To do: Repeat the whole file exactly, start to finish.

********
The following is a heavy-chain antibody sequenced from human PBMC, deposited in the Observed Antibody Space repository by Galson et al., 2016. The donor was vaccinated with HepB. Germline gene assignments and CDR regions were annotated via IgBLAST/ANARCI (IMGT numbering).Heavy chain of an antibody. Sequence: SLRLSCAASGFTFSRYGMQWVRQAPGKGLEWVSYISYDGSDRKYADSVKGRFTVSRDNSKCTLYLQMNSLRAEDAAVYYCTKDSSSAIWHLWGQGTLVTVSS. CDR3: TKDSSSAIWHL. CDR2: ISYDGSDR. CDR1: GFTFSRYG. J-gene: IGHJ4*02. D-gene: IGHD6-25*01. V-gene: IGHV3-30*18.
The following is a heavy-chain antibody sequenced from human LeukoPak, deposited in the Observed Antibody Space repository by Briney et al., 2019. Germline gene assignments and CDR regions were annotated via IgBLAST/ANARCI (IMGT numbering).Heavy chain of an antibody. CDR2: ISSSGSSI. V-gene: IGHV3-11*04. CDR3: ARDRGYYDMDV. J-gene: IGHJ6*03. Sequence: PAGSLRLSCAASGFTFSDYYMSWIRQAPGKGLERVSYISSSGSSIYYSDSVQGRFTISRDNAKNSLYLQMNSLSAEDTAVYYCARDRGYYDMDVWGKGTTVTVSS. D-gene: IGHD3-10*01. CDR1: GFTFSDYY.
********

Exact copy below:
The following is a heavy-chain antibody sequenced from human PBMC, deposited in the Observed Antibody Space repository by Galson et al., 2016. The donor was vaccinated with HepB. Germline gene assignments and CDR regions were annotated via IgBLAST/ANARCI (IMGT numbering).Heavy chain of an antibody. Sequence: SLRLSCAASGFTFSRYGMQWVRQAPGKGLEWVSYISYDGSDRKYADSVKGRFTVSRDNSKCTLYLQMNSLRAEDAAVYYCTKDSSSAIWHLWGQGTLVTVSS. CDR3: TKDSSSAIWHL. CDR2: ISYDGSDR. CDR1: GFTFSRYG. J-gene: IGHJ4*02. D-gene: IGHD6-25*01. V-gene: IGHV3-30*18.
The following is a heavy-chain antibody sequenced from human LeukoPak, deposited in the Observed Antibody Space repository by Briney et al., 2019. Germline gene assignments and CDR regions were annotated via IgBLAST/ANARCI (IMGT numbering).Heavy chain of an antibody. CDR2: ISSSGSSI. V-gene: IGHV3-11*04. CDR3: ARDRGYYDMDV. J-gene: IGHJ6*03. Sequence: PAGSLRLSCAASGFTFSDYYMSWIRQAPGKGLERVSYISSSGSSIYYSDSVQGRFTISRDNAKNSLYLQMNSLSAEDTAVYYCARDRGYYDMDVWGKGTTVTVSS. D-gene: IGHD3-10*01. CDR1: GFTFSDYY.